What I don’t like: I had to get there the most difficult way of my life. Due to its location which is lower than the land itself, you need to go down through a small path consisting of stairs. For a claustrophobic like me, the narrow steps, along with the big stones above my head were not a pleasant journey at all.
4. Pandawa Beach
Suitable for: Swimming, sunbathing, surfing, daydreaming.
This acclaimed beach was relatively new when I visited Bali. There weren’t so many tourists like the other three beaches at noon.
So, I removed my sandals, changed my clothes and jumped into its warm and pure water. The sand was incredibly white and clean, really smooth under my feet, and it didn't burn like charcoal. I put this beach as my favorite one. Yet, according to one of my students who had been there lately, unfortunately, it has changed.
5. Uluwatu Beach
Suitable for: Surfing, watching the sunset, meeting the monkeys.
This beach is undoubtedly dedicated for surfers, no two ways about. The wave is too big for normal people without boards, no matter how pro they are, whether they are one of the members of Baywatch, professional swimmer or athletes. Yet, Uluwatu offers not only the beach, but also the temple where you can enjoy one of the most enchanting dances ever - Kecak Dance, which is performed every evening before sunset.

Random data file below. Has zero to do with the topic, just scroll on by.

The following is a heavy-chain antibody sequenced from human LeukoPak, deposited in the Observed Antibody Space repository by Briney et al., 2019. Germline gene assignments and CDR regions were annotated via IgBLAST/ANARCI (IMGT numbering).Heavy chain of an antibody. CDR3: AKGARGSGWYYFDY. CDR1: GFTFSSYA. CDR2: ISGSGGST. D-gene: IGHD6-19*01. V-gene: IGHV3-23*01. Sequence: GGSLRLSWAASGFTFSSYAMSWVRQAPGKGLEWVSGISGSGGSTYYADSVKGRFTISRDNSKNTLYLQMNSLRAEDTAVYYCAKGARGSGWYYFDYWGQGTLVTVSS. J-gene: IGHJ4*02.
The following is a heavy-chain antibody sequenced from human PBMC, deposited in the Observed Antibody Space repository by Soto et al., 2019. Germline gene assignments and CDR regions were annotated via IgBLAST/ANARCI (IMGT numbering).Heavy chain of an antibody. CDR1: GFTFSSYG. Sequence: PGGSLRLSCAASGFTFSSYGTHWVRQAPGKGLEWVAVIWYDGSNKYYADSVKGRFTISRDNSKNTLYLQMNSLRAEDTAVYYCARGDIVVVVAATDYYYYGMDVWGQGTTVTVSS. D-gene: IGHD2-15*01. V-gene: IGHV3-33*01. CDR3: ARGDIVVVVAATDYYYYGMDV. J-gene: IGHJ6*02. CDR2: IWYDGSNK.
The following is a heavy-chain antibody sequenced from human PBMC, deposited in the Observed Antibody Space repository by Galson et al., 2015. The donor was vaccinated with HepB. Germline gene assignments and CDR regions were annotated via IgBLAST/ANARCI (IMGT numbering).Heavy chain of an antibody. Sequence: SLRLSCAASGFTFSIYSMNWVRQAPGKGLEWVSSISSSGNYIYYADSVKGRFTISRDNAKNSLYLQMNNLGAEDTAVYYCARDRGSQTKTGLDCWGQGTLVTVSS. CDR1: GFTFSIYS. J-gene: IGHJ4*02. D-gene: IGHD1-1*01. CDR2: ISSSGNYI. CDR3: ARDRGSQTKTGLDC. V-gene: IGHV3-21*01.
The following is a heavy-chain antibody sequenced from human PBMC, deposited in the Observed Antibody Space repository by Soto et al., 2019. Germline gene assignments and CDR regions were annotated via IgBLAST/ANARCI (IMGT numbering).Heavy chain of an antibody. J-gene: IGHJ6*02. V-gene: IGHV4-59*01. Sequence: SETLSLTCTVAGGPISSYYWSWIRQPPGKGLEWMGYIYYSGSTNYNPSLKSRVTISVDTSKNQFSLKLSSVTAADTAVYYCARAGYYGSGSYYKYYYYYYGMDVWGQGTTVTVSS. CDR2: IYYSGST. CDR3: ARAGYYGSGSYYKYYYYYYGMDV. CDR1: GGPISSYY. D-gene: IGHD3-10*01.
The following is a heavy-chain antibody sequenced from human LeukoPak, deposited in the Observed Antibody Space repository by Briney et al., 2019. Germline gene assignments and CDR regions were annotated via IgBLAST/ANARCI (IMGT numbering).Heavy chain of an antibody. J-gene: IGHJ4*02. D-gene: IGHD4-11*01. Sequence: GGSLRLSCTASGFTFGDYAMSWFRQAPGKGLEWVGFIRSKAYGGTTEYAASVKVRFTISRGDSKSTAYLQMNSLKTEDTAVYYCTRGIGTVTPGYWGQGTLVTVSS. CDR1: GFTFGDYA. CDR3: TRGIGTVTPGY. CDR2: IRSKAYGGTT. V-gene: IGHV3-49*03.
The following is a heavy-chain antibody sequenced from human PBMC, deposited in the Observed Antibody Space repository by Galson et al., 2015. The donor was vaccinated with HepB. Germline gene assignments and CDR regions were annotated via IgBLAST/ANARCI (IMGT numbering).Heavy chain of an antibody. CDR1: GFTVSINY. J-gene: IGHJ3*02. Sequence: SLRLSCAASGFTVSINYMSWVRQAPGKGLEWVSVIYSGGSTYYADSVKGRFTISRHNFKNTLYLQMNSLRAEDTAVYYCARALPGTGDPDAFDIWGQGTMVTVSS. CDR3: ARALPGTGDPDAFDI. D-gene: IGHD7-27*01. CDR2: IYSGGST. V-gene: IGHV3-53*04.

Or, if you are an animal lover, explore the temple with hundreds of chubby monkeys waiting for some evening snacks. Don’t get me wrong! You can feed them but you can't stroke them! When I was there, I didn’t even dare to pass where monkeys were sitting happily with their family. There was too much risk of getting bitten on my way!
Tips for exploring the beaches in Indonesia:
Admission: 10 RM for foreigners
One of the must visit museums, besides all the the museums I mentioned in my previous post, is Malacca Sultanate Palace. I don’t even know how to categorize this place, whether it is museum or a palace. So, let’s call it a Museum of the Palace.
This wooden palace was originally erected by the already extinct sultanate of Malacca. But don’t let this fool you! This palace is just replica of the original that once belonged to Sultan Mansur Shah. Who was he? He was the nobleman who ruled Malacca from 1459 to 1477.
Nowadays, this palace has become the home of the Cultural Museum. This means that you can learn as much as possible about the glorious history of Malacca. As you can see, the museum inside is tremendous. It showcases more than 1300 items related to Malacca, starting from traditional costumes from every state in Malaysia up to some immersive displays of the ceremonies and traditions in Malacca.
Traders from the Siam and Gujarat in the past
The display of how the Sultan received his guess in the past
The entire building is made from wood, so you can still smell the inimitable scent of it as soon as you come into the building. And also, it’s really comfortable to stay and stroll around inside on a real scorcher of a day like when we were there.
Don’t forget to remove your shoes before you enter the building!